Monday, February 22, 2016

How're You, Really?

Three fundamentals attend us. The physical, the mental, the spiritual. Somewhere in the mix is the emotional. One feels sore, or adrift, or compacted. A blend of all? Conversely, one may feel fit, or alert, or alight. Physically, mentally, or spiritually, as the poet e.e.cummimgs would have it, "feeling is all." So it is that the question, "How are you?" is given in the moment, answered in the moment, or when shall one make the cut off? Over the last two weeks? Three months? Grief is given a span of mourning. Headaches are expected to last only for awhile. The flu takes one by surprise and can lay us up for several days. A car accident? A muscle pull? The break-up of teenagers, or of adults. The new dog. The new child. The new house. The excitement over the new.... Well, one gets the picture. So when the question arises, 'How are you?', it reaches one where one is at, right now.

In the old days (which most certainly was before electronic emails and texting, and when the phone call, especially long-distance, was a rare and privileged thing)... In the old days one wrote a letter and posted it, and waited and waited for the return. “How are you?” you'd ask. 'Well,' the answer would eventually come (at least almost a month later), 'well, we are doing fine. Only, I've got this headache, and when Barney said he'd put his foot down if I don't take an aspirin I told him to stop acting like a flamingo!' … So you'd write back: “Ha! Is your headache gone now?”

Yes, Barney's blarney was a long time ago. So too the results of the operation, or the job lay-off, or even the new bike that little Tike was so excited about. So, just how much should one reveal? Especially to persons not 'in the inner circle', persons who cannot relate, or persons not familiar with the passage of one’s life in general. What does one say? What does one want from relating to the other? Sympathy? Pity? An ongoing drain on their care? Does it really signify that I shall have dental surgery (oh my!) next Monday? Now I shall have to explain how extensive, the reasons why, and the wherefore and what for and... Ugh. I'm fine. I'm fine thanks. I'm fine.

Really fine (or bad) moments are best understood alone. One cannot possibly always have a cheering squad; an egging-on cadre of friends; a 'you can do it!' section of onlookers who give you the encouragement and persuasion that helps, yes, but really truly is not always there. It is in the dark small hours of persistent pain when no one else knows about it that one is most taxed. Of what use is chronic pain to anyone else then? No one gets to ‘feel good’ for their own feelings of sympathy. Or it is when the relatively few steps from the car to pick up milk in the grocery store, desperately hoping that nobody will bump into you, or waylay you, or expect you to stand (unsupported) in a queue while waiting to pay, that others do not appear understanding of the very tenuous thread of persistence that you're clutching to. They appear to do these things normally, casually, as though being free from a wheelchair is as life is meant to be. Pain that is not seen is entirely overlooked. Inner pain. Is that why we really wear black while we are in mourning, that others might give us respect for our heart-sore, be altogether more cautious and courteous and considerate? People treat those with canes and crutches and walkers differently. Doors are opened for them. Is that why we (generally) readily speak of our 'hundred aches and pains that the flesh is heir to'? We get more noticed? Yet the real step by step accretions of inner reserve and physical endurance, akin to one’s training for a marathon, are for the long distance runner, alone. One’s best pace is realized when one is, indeed, all alone.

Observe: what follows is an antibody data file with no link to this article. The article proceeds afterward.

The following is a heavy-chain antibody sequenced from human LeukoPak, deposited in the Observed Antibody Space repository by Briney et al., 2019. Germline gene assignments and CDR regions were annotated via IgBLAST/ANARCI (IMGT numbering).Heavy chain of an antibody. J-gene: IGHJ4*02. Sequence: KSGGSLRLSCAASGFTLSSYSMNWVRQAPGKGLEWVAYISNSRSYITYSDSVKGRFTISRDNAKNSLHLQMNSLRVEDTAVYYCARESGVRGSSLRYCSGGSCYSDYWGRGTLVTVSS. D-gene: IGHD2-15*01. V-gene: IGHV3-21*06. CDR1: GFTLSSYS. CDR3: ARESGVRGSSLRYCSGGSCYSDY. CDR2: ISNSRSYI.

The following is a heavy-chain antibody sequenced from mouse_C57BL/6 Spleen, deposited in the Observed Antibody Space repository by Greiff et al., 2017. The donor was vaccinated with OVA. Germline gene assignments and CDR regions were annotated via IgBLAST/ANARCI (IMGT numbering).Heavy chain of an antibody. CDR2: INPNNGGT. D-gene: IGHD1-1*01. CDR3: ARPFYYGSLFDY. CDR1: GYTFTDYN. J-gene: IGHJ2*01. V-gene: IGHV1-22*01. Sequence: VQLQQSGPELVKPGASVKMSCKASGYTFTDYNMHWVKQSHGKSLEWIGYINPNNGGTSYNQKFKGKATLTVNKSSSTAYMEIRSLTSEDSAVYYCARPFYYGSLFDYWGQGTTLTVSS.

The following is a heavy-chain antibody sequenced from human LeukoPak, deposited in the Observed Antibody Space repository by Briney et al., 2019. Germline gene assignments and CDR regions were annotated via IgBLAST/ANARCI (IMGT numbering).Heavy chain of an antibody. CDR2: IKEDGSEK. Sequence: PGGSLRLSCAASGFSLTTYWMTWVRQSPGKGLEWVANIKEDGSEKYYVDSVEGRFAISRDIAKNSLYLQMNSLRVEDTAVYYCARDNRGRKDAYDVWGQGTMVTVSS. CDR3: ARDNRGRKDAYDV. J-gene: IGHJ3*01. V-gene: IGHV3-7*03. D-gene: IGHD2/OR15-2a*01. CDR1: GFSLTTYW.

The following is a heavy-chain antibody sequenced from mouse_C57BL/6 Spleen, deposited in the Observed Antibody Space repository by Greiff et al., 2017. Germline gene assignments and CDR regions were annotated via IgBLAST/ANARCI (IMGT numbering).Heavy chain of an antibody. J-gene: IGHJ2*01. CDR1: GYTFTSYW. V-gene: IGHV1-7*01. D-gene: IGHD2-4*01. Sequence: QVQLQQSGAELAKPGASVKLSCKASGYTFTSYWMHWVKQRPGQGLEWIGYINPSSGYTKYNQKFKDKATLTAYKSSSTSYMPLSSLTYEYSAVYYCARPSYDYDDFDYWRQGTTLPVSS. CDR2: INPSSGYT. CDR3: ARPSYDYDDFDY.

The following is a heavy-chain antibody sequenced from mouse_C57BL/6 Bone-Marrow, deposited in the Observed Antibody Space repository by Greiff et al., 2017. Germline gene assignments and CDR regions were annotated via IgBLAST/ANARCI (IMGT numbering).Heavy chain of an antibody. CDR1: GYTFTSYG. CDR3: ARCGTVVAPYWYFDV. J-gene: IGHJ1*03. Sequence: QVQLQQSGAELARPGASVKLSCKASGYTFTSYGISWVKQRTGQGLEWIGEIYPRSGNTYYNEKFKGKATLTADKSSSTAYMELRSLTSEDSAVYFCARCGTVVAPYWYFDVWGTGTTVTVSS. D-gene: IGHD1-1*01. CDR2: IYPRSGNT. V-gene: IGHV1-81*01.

All around us are people perpetually in and out of pain and disasters and misfortunes. All around us are people who have more, appear more happy, more confident, more engaged. It is the comparisons by which we most determine our degrees of discomfort. (When I was a little boy, as I recall, it took me several times to realize others do not feel as I feel, when I felt it. And as I grew up, I came to see that almost everything has a beginning, middle, and end. This too shall pass.) So then, you ask as I continue my own journey along the length of life's physical fire-walk, how am I doing? Well, I'm fine. I'm fine. Really, truly, thanks. I'm fine. Accreting. You? 

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